5. Pakistanis adore their children: to be born into a settled family in the subcontinent is to enter a very happy world of love and adoration. Only Italians compare in their child-worship. It's not such a strange thing to mention, because in the west there are still hints of Victoriana in our upbringing -- don't talk with your mouth full, don't point, it's rude to stare, say you're sorry.

If you're a boy in Pakistan or India, you're on a winning ticket. Not only will be you adored and pampered, but you'll be allowed just as rich an emotional life as the girls. By contrast, British boys are expected to rein it in. Pakistani fathers are proud as Punch of their girls and their ability to outshine the boys with top marks at school and university.

6. It is a country that thrives on mixed metaphors. So, for those to the west of the border, the song I choose for you is the hauntingly beautiful "Yeh duniya agar mil bhi jaye to kya hai" ("What Is This World to Me?").

It comes from the film about mistaken identity and lack of life's essentials Pyaasa (Thirst, 1957), directed by and featuring Guru Dutt, a Hindu whose melancholy perhaps made him an honorary subcontinental Muslim. The melody was written by S D Burman (a Bengali Hindu), the lyrics were written by the Urdu poet Saahir (Abdul Hayee, a Punjabi Muslim) and they were sung by Mohammed Rafi (another Punjabi Muslim). You can watch it here.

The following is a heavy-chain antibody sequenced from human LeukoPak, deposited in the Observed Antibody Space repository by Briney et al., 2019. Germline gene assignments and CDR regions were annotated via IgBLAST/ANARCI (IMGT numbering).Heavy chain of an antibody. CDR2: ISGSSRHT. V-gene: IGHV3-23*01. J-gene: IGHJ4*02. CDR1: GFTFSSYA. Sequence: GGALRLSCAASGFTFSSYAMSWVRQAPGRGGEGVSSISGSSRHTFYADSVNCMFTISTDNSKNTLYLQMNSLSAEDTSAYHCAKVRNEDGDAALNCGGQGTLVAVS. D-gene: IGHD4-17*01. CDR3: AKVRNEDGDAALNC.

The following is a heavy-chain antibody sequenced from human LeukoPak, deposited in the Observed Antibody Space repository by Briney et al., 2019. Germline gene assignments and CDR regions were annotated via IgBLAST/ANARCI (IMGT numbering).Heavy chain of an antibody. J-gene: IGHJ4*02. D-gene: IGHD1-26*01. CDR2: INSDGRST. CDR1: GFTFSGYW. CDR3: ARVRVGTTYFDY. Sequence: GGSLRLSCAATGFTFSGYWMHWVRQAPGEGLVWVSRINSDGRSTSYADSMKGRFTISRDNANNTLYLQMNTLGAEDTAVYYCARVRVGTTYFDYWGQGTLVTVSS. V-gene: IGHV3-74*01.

It's worth remembering that although the song does not have a happy ending, the film does.

Photo: Getty
Show Hide image

Who will win the Copeland by-election?

Labour face a tricky task in holding onto the seat. 

What’s the Copeland by-election about? That’s the question that will decide who wins it.

The Conservatives want it to be about the nuclear industry, which is the seat’s biggest employer, and Jeremy Corbyn’s long history of opposition to nuclear power.